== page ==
Benninghoff Considers Pension Reform Bill A Good First Step

Rep. Kerry Benninghoff (R-Centre/Mifflin) on Monday voted in favor of a public pension system reform bill that will save taxpayers money.  The bill now heads to the governor’s desk so that he can sign it into law.


“This bill is a good first step toward public pension reform,” Benninghoff said.  “Like all legislation, it’s based on compromise.  It is not perfect, but it is much better than the status quo.”


The bill will save taxpayers money in two ways.  First, it will avoid a huge pension system contribution rate spike in the short term by essentially refinancing pension costs over an extended period of time.  Second, the bill will reduce long-term costs by reducing pension benefits and increasing contribution rates from workers hired after the bill takes effect.


The bill will affect the two major public pension systems, the Public School Employees’ Retirement System (PSERS) and the State Employees’ Retirement System (SERS).


Without the reforms, state government and school districts – and the taxpayers who fund them – would face a double-digit spike in contribution rates for the two public pension systems.  Those costs would be shouldered by school property and state income taxpayers.


“This is as much a taxpayer protection bill as it is a pension reform bill,” Benninghoff said.  “Taxpayers simply can’t afford to pay more and more for public pensions while their own retirement plans are standing still or, even worse, losing ground.”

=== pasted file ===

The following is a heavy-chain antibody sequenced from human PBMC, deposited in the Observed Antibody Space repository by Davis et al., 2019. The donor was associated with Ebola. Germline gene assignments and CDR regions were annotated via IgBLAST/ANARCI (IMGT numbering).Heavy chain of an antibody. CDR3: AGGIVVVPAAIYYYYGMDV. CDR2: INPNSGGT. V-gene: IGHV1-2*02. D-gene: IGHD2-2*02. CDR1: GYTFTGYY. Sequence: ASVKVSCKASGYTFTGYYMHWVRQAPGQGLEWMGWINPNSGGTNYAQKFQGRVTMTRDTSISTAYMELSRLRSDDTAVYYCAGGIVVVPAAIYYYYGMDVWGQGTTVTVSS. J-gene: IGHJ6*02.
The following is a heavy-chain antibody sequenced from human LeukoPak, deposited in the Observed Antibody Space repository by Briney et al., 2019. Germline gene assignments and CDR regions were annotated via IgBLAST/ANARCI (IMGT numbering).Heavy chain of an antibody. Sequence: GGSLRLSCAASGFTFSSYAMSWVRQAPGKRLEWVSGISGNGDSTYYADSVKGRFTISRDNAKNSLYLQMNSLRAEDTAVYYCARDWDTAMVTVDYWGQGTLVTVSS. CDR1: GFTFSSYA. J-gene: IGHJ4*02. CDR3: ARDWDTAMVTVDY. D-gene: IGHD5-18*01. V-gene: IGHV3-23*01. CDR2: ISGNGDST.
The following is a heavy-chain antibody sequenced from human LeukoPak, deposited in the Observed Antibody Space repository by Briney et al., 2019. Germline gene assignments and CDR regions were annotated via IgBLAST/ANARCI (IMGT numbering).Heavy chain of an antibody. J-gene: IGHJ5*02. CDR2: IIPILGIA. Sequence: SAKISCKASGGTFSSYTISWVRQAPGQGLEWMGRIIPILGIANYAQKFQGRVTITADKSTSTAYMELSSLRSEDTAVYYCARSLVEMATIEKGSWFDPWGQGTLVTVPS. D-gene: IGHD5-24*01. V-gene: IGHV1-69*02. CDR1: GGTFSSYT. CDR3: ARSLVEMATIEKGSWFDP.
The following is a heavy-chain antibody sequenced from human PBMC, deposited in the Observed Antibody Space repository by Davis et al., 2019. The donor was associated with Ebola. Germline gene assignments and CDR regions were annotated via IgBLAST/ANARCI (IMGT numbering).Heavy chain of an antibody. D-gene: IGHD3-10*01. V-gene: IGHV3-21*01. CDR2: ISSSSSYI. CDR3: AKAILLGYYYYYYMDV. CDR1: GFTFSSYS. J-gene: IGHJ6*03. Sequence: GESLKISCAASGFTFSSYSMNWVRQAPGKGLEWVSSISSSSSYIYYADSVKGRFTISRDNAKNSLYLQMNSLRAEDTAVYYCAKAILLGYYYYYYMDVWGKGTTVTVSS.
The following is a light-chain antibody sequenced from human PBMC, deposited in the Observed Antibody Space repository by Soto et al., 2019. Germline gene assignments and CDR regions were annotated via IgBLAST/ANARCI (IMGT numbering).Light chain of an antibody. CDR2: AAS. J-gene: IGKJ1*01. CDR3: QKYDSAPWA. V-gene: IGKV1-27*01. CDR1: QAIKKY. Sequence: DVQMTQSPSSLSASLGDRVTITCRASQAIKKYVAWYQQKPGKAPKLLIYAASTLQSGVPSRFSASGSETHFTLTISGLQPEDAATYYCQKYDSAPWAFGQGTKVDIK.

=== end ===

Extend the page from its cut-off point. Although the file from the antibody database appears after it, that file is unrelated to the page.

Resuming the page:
The reform bill includes an innovative “shared risk” provision to help protect taxpayers.  Currently, state and local taxpayers shoulder the entire burden of risk associated with pension fund investments.  If those investments underperform – as they did during the recession – taxpayers must make up the difference.  The shared risk provision would require new hires to shoulder part of the burden of underperforming investments through a higher contribution rate when investment returns fall below a certain level.


The bill also combats rising pension system costs by essentially rolling back the benefit enhancements provided in 2001.  New hires will receive lower benefits while contributing more to the pension system.  Specifically, the reform bill would:


  • Reduce the benefit multiplier rate – which is used to calculate pension benefits – from 2.5 percent to 2 percent for new employees and from 3 percent to 2 percent for new lawmakers. 
  • Increase pension contribution rates from any new state workers, teachers, school administrators and other public pension system participants.
  • Increase the vesting period – the amount of time an employee must contribute to their pension before qualifying for guaranteed benefits – from five to 10 years for new hires.
  • Increase the retirement age from 60 to 65 for new state employees and from 62 to 65 for new school employees.

All of the reforms will apply to workers hired after the bill takes effect, which for lawmakers will be as early as Dec. 1.


“This is a meaningful victory in the ongoing battle to reform Pennsylvania’s public pension systems,” Benninghoff said.  “I think we still can and should do more to bring public pensions in line with what’s available in the private sector.”


Rep. Kerry Benninghoff
171st District
Pennsylvania House of Representatives
(814) 355-1300
(717) 783-1918

Contact:  Dan Massing

House Public Relations

(717) 772-9845

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